Monday, October 20, 2014

Baby's First Git Repository, Part II: GitHub Boogaloo

Imagine a super deep voice saying: Previously on Baby's First Git Repo...
We took care of the first big chunk of creating a git repo - we created a directory and one lonely file for our super awesome Paula Abdul fan site, we did our first commit, and we initialized our repo locally.

Now we set things up on GitHub. For the sake of expediency, let's say we've already signed up for a GitHub account under the nom de guerre of "straightupfan". From our profile page, the first step is to click on the "Repositories" tab:



This brings us to a list of any of our pre-existing repositories. There's a big green button that says "New". Click that:


This brings us to a screen where we name the repository, and add an optional description. Then there's another big green button at the bottom, this time saying "Create Repository". We're totally clicking that bad boy:


Kablam! Last step on GitHub is to copy a little piece of info*. We can avoid the horrible tedium of ctrl-c by clicking on the clipboard icon. Let's do it. I dare us:



*There's a caveat here. If you haven't done so, you'll need to set up an SSH key (a way of identifying that computer is safe to talk to), which I won't get into here. Here's a tutorial on that, including how to tell if you have an SSH key or not (ignore the temptation of the big orange button that says "Download GitHub for Mac". You have to learn to do this in the command line sometime.)

Okay, we're done with the GitHub part. Now we'll head back to the command line for one final step, and to push our files up to the repo.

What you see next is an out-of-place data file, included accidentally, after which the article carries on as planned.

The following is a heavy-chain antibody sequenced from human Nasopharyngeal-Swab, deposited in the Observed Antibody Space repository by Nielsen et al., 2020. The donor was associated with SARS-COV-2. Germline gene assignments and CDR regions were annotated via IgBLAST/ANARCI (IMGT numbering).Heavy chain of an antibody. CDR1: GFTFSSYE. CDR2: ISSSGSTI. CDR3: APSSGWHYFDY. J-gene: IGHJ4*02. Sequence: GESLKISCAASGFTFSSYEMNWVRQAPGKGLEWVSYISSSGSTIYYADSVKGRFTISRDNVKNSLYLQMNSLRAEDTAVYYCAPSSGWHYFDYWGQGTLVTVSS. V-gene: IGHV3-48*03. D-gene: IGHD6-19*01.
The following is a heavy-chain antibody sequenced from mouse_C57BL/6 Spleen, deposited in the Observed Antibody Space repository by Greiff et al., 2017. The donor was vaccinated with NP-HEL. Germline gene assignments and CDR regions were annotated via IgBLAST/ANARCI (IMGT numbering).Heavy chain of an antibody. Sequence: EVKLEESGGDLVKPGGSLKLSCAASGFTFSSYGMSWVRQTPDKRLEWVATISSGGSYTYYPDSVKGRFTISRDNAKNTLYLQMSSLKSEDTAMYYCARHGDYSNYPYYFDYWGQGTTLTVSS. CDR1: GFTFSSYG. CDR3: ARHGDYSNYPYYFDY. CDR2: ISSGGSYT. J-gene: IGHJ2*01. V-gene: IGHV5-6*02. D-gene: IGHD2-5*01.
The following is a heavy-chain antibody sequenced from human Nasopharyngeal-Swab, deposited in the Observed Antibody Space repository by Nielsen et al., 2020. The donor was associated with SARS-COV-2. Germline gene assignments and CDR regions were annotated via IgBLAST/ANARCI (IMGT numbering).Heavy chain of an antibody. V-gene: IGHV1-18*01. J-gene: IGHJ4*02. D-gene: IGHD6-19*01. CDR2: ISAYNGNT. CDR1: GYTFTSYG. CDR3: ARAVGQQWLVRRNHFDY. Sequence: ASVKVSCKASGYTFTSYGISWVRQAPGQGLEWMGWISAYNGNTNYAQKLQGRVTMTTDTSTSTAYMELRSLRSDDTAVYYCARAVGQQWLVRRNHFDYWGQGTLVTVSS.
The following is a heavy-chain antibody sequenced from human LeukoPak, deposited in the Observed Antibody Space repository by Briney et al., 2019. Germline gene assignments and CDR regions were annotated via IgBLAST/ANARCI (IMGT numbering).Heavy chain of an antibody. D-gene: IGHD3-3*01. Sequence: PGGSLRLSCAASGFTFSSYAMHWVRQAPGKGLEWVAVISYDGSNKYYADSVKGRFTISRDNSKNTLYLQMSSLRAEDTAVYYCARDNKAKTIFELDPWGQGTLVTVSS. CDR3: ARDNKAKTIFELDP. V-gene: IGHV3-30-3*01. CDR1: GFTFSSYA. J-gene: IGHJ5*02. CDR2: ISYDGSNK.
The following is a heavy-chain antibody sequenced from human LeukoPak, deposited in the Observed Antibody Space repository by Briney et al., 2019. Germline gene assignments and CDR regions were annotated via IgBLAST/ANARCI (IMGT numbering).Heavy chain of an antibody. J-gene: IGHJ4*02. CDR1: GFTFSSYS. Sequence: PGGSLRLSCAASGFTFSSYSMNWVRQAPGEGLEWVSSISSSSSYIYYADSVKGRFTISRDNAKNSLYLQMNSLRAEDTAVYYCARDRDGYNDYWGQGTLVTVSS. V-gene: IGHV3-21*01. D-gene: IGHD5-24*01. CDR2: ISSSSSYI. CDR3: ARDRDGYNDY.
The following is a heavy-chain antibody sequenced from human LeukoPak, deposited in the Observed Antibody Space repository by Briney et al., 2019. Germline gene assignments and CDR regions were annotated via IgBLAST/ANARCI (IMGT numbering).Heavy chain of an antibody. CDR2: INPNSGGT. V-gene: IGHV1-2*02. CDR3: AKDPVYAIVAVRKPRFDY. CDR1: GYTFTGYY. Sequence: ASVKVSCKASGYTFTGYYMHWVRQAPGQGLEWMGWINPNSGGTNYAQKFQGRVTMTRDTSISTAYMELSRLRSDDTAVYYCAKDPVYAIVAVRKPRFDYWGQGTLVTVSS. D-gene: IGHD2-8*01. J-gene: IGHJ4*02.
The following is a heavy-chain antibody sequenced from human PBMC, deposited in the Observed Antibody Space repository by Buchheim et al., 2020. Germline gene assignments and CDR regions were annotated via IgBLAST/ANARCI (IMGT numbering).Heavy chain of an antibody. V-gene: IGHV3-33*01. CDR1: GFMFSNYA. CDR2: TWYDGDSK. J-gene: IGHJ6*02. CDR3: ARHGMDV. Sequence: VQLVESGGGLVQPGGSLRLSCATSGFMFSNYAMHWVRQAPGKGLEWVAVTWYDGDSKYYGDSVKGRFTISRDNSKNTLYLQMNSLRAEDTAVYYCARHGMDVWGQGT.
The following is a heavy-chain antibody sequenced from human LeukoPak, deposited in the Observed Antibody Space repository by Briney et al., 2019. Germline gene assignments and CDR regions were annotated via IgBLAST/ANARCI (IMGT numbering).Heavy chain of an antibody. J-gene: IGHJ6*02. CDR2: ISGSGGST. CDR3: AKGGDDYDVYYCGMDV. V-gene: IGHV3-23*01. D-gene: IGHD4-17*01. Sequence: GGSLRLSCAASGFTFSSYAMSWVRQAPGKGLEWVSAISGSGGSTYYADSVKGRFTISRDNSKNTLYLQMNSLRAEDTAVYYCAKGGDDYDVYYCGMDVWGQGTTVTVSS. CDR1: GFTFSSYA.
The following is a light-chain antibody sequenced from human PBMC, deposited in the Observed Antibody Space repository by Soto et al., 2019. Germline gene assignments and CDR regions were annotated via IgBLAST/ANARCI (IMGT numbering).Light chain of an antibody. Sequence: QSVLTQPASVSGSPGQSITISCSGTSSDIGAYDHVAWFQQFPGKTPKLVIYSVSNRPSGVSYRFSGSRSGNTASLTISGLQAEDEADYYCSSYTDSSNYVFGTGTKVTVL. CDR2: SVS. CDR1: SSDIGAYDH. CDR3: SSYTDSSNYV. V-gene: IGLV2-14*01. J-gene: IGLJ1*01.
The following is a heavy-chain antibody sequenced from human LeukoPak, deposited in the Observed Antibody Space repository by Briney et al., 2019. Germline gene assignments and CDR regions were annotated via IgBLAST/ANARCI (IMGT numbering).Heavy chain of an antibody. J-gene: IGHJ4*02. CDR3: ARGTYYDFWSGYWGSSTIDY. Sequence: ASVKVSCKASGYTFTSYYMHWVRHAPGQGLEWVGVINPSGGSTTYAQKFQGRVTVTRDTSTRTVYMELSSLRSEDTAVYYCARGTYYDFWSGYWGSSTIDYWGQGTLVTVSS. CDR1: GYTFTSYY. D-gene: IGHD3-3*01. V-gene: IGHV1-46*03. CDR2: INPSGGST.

Back in the command line, we'll use the git remote add command (don't hit enter yet - we're not done with this line yet):








Remember a couple steps ago how we clicked on that little clipboard icon?  Now we're going to paste in that content, so the entire line looks like this:



Voilá! Your repo is official and ready to use. Huzzah! And they rejoiced all through the land!

One more thing to do before you gorge yourself on celebratory meats and mulled wine. We've committed everything from our repo, but so far it only lives on our machine. We want everything in our local repo in our remote repo, so there is only one thing for it. We must, as Salt-n-Pepa once said, push it. We must push it, and push it good:




This is so exciting! We're done at this point, but let's take a quick look at GitHub one last time. Let us gaze upon our fine work. If you go to the Repositories tab again, and click on the paula-abdul repo, this will be what you see:



See how we can see our one file that we made? O how glorious! Imagine how much more amazing that's going to look as you work on projects chock-a-block with files. I am in raptures just thinking about it.










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